Astronomy Picture Of the Day (APOD)The Reappearance of Mars
Mars reappears just beyond the Moon's dark limb in this stack of sharp video frames captured on September 6. Of course to reappear it had to disappear in the first place.
Jupiter s Swimming Storm
A bright storm head with a long turbulent wake swims across Jupiter in these sharp telescopic images of the Solar System's ruling gas giant. Captured on August 26, 28, and September 1 (left to right) the storm approximately doubles in length during that period.
Pleiades: The Seven Sisters Star Cluster
Have you ever seen the Pleiades star cluster? Even if you have, you probably have never seen it as large and clear as this. Perhaps the most famous star cluster on the sky, the bright stars of the Pleiades can be seen without binoculars from even the depths of a light-polluted city.
GW190521: Unexpected Black Holes Collide
How do black holes like this form? The two black holes that spiraled together to produce the gravitational wave event GW190521 were not only the most massive black holes ever seen by LIGO and VIRGO so far, their masses -- 66 and 85 solar masses -- were unprecedented and unexpected.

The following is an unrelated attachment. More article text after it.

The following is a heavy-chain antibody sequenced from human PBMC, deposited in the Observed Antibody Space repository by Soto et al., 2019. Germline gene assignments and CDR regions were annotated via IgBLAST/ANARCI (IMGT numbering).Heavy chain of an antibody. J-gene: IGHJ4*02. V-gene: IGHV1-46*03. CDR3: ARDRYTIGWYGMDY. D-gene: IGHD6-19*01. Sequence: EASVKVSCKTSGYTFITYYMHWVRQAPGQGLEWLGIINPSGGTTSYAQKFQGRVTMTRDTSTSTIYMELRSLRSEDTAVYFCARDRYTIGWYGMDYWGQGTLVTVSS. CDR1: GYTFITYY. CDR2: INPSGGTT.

The Milky Way over St Michaels Mount
Where do land and sky converge? On every horizon -- but in this case the path on the ground leads to St Michael's Mount (Cornish: Karrek Loos yn Koos), a small historic island in Cornwall, England. The Mount is usually surrounded by shallow water, but at low tide is spanned by a human-constructed causeway.
M1: The Crab Nebula from Hubble
This is the mess that is left when a star explodes. The Crab Nebula, the result of a supernova seen in 1054 AD, is filled with mysterious filaments. The filaments are not only tremendously...
A Falcon 9 Moon
Illuminating planet Earth's night, full moons can have many names. This year the last full moon of northern hemisphere summer was on September 2, known to some as the Full Corn Moon.
The Wizard Nebula
Open star cluster NGC 7380 is still embedded in its natal cloud of interstellar gas and dust popularly known as the Wizard Nebula. Seen on the left, with foreground and background stars along the plane of our Milky Way galaxy it lies some 8,000 light-years distant, toward the constellation Cepheus.
A Halo for Andromeda
M31, the Andromeda Galaxy, is the closest large spiral galaxy to our Milky Way. Some 2.5 million light-years distant it shines in Earth's night sky as a small, faint, elongated cloud just visible to the unaided eye.
APOD: 2020 September 2 Б Jupiter and the Moons
How many moons do you see? Many people would say one, referring to the Earth's Moon, prominent on the lower left. But take a closer look at the object on the upper right.